Charles Martell and the Battle of Tours and Poitiers

Charles Martel (718-748)
from “Promptuarii Iconum Insigniorum” (1553)

On October 25, 732 AD, the Battle of Tours and Poitiers between the united Frankish and Burgundian forces under Austrasian Mayor of the Palace Charles Martel, against an army of the Umayyad Caliphate led by Abdul Rahman Al Ghafiqi, Governor-General of al-Andalus, ended the Islamic expansion era in Europe. It is argued among historians that Charles Martel’s victory was one of the most important events in European or even world history.

Again, the Fate of Western Civilization was at stake. You might remember our post about the legendary battle in the Catalaunian Plains, where Attila the Hun was defeated by a Western Roman army, preventing the Huns from conquering Europe and thus, changing our entire history. Likewise, the rise of the Islam had become a threat when Islamic armies conquered Northern Africa spreading the new religion westward and finally traversed the Strait of Gibraltar led by Tariq ibn-Ziyad, entering European soil in southern Spain. The Umayyad Caliphate was the second of the four major Islamic caliphates established after the death of Muhammad and for 21 years they continued their conquest of the Visigothic Christian Kingdoms of the Iberian peninsula from 711 AD on until they reached the Frankish territories of Gaul, today’s southern France. According to one unidentified Arab chronicler, “That army went through all places like a desolating storm“sacking and capturing the city of Bordeaux, and then defeating the army of Duke Odo of Aquitaine at the Battle of the River Garonne — where the western chroniclers state, ‘God alone knows the number of the slain’— and Duke Odo fled to Charles Martel, seeking help.”

The Frankish realm under Charles Martel was the foremost military power of Western Europe. Charles was the illegitimate son of Pepin, the powerful mayor of the palace of Austrasia and effective ruler of the Frankish kingdom. During most of his tenure in office as commander-in-chief of the Franks, the kingdom consisted of what is the north and the east of France, most of Western Germany, and the Low Countries (Luxembourg, Belgium and the Netherlands). The Frankish realm had begun to progress towards becoming the first real imperial power in Western Europe since the fall of Rome. Meanwhile the Umayyad army utterly devastated southern Gaul. Their own histories saying they “faithful pierced through the mountains, trampled over rough and level ground, plundered far into the country of the Franks, and smote all with the sword, insomuch that when Eudo (Duke Udo of Aquitaine) came to battle with them at the River Garonne, he fled.”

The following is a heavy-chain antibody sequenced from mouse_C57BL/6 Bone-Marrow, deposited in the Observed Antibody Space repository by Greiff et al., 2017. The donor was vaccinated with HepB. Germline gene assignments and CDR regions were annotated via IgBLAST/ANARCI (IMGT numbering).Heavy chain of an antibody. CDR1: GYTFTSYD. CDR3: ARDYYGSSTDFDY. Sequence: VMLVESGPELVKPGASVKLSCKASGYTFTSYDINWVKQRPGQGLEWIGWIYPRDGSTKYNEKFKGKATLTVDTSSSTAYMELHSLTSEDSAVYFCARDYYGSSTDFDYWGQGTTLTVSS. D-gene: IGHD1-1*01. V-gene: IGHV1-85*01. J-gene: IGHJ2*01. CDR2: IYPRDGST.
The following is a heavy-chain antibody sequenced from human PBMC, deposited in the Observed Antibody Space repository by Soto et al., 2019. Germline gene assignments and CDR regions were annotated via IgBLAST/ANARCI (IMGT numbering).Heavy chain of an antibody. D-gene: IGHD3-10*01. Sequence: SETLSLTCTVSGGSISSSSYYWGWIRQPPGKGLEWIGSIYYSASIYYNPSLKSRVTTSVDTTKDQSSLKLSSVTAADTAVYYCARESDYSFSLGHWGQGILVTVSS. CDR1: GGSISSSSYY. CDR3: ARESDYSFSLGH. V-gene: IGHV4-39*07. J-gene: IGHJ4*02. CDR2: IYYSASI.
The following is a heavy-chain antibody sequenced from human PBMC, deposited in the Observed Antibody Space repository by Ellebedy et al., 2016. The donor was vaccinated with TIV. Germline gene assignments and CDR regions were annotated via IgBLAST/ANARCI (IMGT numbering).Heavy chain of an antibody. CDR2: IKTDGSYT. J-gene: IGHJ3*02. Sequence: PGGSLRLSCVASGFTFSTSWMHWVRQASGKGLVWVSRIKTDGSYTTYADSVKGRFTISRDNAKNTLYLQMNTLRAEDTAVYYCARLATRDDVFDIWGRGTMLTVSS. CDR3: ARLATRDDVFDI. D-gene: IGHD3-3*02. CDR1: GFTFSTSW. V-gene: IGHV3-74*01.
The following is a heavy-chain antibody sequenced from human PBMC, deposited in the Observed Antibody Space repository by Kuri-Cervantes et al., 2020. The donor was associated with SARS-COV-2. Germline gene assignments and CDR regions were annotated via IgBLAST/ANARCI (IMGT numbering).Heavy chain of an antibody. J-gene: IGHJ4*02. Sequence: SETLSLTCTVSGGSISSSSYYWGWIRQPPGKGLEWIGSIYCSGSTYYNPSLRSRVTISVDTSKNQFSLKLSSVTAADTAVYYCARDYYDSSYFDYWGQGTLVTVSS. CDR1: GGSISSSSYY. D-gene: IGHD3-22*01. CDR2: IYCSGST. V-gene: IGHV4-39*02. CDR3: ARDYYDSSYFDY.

The Umayyad advance force was proceeding north towards the River Loire having outpaced their supply train and a large part of their army. Essentially, having easily destroyed all resistance in that part of Gaul, the invading army had split off into several raiding parties, while the main body advanced more slowly. The invading force went on to devastate southern Gaul with a possible motive to plunder the riches of the Abbey of Saint Martin of Tours, the most prestigious and holiest shrine in Western Europe at the time. Upon hearing this, Austrasia’s Mayor of the Palace, Charles Martel, collected his army and marched south, avoiding the old Roman roads and hoping to take the Umayyad forces by surprise. Because he intended to use a phalanx formation of heavy infantry, it was essential for him to choose the battlefield. His plan — to find a high wooded plain, form his men and force the Umayyad army to come to him — depended on the element of surprise.

The invading Muslims rushed forward, relying on the slashing tactics and overwhelming number of horsemen that had brought them victories in the past. However, the Frank army of foot soldiers armed only with swords, shields, axes, javelins, and daggers, was very well trained. Despite the effectiveness of the Umayyad army in previous battles, the terrain caused them a disadvantage. Their strength lay within their cavalry, armed with large swords and lances. But along with their baggage mules, they were limited in their mobility. The Frank army displayed great ardency and held its ground against a mounted attack. Actually, the length of the decisive battle near the city of Tours is undetermined. While Arab sources claim that it was two days, Christian sources hold that the fighting lasted for even seven days. In the end, the battle was decided when the Franks captured and killed the Umayyad leader Abd-er Rahman, which caused the muslim army to withdraw peacefully overnight, never to return again.

This event looms much larger in Western history than Muslim. Of course history is always written by the winning party – leading to a famous passage of prose by historian Edward Gibbon about minarets rather than spires in Oxford if the Muslims had won. However, Charles’s victory is widely believed to have stopped the northward advance of Umayyad forces from the Iberian peninsula, and to have preserved Christianity in Europe during a period when Muslim rule was overrunning the remains of the old Roman and Persian Empires. Victory at Tours ensured the ruling dynasty of Charles Martel’s family, the Carolingians. His son Pepin became the first Carolingian king of the Franks, and his grandson Charlemagne carved out a vast empire that stretched across entire Europe.

At yovisto you can learn more about the times of the Carolingians from Charles Martel to Charlemagne in the lecture of Yale Prof Paul Freedman on The Early Middle Ages, 284–1000 AD about ‘Charlemagne’.

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